Filmmaking has always been an art of passion. We do it because we love it. Over the years cameras and gear have played a big part in how we look at the world thorough the view finder. With the recent news that Kodak is going under. I though it was a great time to just take a look at some of the turning points and evolution of cameras for filmmaking in hollywood and at home.
Hollywood filmmaking has always had some of the best gear possible to work with. They general are also use and pioneer many of the technology we use to day. Cameras intrigue us all from small children to hollywood directors. It’s not only the DP that get’s excited about working with them. There is something of a draw to filmmakers about cameras and seeing the world from a different perspective. The basic concepts of filmmaking have not changes but the gear has.
Many of the cameras in the past were very large, mainly due to the large film cassettes needed to capture images. Hollywood films often used large cameras to capture the story or vision of a film.
The first real camera that allowed to bring filmmaking to the independent filmmaker and home was the Bolex. This camera shot on 16mm film was incredibly popular through the 1940 & 50s. Even up to the late 90’s students were using them to learn the craft of filmmaking. Record times got longer too, anywhere between 2.5 mins to 10mins via Kodak stock.
In 1983 Sony introduced Betacam these were large over the shoulder type cameras that shot on tape rather than film. This was much cheaper to work with as, there was no negative process. You could see what you shot almost instantly. Rival VHS may have won the home war for viewing But Betacam became the industry standard for television use. Later Sony would also introduce HD versions known as HDCAM.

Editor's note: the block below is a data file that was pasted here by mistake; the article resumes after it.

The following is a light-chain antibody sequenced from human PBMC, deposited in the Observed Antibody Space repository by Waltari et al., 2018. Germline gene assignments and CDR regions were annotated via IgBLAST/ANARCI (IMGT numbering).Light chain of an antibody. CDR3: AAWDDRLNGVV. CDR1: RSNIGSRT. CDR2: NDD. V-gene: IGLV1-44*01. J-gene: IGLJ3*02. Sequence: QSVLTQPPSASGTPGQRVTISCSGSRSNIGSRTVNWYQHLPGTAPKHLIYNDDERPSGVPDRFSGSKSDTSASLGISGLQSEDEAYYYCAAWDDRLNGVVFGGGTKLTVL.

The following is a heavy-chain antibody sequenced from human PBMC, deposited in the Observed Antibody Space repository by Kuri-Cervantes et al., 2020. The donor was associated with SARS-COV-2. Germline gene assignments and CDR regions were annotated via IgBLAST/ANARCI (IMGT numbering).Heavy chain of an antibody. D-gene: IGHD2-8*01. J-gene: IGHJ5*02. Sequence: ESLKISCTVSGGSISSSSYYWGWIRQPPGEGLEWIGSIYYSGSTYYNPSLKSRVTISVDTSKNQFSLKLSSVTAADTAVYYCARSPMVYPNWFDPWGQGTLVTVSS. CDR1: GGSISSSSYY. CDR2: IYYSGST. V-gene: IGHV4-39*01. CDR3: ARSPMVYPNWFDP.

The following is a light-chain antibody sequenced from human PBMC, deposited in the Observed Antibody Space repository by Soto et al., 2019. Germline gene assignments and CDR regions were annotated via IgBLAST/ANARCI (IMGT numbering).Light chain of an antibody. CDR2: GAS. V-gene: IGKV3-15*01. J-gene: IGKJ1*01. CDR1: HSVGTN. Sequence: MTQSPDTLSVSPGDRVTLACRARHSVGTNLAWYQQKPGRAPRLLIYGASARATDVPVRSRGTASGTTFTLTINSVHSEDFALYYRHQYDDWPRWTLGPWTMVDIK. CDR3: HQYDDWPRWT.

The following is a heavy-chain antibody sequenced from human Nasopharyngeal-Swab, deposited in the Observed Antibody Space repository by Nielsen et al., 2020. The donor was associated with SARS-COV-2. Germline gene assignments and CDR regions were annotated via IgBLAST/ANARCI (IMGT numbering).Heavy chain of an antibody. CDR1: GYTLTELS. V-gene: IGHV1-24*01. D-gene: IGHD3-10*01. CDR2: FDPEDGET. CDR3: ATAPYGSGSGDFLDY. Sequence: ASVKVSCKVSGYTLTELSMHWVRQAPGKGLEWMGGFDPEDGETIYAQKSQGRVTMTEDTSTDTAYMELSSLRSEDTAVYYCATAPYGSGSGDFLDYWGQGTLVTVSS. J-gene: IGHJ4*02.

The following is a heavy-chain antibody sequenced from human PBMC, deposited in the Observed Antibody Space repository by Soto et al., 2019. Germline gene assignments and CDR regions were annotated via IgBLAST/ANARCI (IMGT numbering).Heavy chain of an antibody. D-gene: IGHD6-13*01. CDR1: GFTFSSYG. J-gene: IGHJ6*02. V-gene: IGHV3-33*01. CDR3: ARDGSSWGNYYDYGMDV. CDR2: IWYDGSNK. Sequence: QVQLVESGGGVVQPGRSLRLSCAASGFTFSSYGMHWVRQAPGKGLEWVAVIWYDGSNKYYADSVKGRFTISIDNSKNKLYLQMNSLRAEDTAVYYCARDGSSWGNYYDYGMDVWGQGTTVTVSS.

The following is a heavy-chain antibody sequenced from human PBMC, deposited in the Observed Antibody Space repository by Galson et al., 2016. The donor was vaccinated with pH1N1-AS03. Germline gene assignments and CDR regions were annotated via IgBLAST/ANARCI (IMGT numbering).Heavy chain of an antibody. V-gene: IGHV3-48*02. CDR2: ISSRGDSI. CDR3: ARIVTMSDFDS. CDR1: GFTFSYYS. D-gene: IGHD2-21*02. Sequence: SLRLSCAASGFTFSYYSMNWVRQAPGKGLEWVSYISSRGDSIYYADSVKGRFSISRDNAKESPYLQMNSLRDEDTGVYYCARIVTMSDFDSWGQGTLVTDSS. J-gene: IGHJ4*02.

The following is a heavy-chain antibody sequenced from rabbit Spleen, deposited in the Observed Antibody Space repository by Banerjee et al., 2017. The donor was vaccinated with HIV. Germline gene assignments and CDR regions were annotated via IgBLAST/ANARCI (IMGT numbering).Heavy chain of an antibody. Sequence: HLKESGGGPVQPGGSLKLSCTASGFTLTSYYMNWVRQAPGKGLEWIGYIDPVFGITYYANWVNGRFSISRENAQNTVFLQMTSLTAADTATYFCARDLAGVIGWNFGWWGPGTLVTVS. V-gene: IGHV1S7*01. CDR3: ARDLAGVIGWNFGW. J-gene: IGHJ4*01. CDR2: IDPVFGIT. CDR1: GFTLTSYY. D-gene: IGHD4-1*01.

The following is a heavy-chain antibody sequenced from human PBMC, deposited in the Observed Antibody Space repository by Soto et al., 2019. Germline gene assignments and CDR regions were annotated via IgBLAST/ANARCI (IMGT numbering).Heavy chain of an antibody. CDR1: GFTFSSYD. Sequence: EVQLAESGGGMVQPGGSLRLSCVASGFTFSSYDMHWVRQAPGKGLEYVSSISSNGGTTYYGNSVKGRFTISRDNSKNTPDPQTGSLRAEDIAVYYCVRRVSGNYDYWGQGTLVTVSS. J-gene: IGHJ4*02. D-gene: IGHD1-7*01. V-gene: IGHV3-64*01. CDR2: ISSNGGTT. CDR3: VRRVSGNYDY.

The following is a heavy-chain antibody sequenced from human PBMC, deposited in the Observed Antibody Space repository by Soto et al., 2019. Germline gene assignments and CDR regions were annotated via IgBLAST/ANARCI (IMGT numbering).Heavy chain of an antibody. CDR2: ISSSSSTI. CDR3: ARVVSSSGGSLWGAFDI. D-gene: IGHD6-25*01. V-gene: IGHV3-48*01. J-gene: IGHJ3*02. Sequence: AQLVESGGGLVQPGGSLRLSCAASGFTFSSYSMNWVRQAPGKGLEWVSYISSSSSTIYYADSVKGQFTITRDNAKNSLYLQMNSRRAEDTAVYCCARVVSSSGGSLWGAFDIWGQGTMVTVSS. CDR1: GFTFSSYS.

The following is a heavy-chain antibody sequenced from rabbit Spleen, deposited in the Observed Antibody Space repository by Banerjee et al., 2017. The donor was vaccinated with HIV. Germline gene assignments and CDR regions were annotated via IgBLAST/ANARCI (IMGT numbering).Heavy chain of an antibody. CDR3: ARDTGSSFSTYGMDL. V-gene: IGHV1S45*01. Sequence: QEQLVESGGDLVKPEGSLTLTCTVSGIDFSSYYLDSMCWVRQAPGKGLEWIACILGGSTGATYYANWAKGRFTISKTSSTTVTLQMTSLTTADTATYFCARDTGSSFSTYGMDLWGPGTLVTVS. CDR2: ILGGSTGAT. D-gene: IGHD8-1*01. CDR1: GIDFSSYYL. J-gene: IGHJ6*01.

In 1995 Sony again revolutionized the industry by bring us MiniDV. A cost effective way to capture video. It set a new standard with the smaller handheld style camera and small tapes This also allowed users to transfer films to PCs or Macs for editing.
2003 -2008 were a boom as we started to see HD acquisition in the from of HDV. This was a group of manufactures from the likes of Sony, Canon, and Sharp believe it or not. We also saw the introduction of tapeless media recording from Panasonic and Sony in the form of the P2 and Sony EX3.
2007 is when hollywood saw the introduction of professional 4K acquisition in the form of RED One. This was a very small camera that record 4K images comparable to the larger cameras used by hollywood. This changed the way technology, editing , and the way we look at filmmaking today.
Canon in 2007 introduced the Canon 5D MKII. Little did they know this little camera would change the way filmmakers and the average consumer shoot films. A still camera that was capable of shooting 1080p video and able to use the large arsenal of still lenses Canon had. What it lacked in audio, and compression in made up in price and image.
Today we see HD filmmaking everywhere. The average consumer can pick up an small HD camera from their local store, or even shoot 1080p film on their iPhones. All this became capable thanks to previous generations of cameras and gear, and what about hollywood?
Well things are changing there too. Cameras are getting smaller and cheaper. Both Canon and RED are ready to change the market again. With RED launching a very small Scarlet X no bigger than a DSLR. On the hand Canon ready to revolutionize the filmmaking industry again with their Canon C300, very similar to a DSLR, but now with proper audio and a much improved compression technique.
This indeed is a great time for filmmaking, as we have all the tools needed. all we need now is the drive to make our visions come alive.
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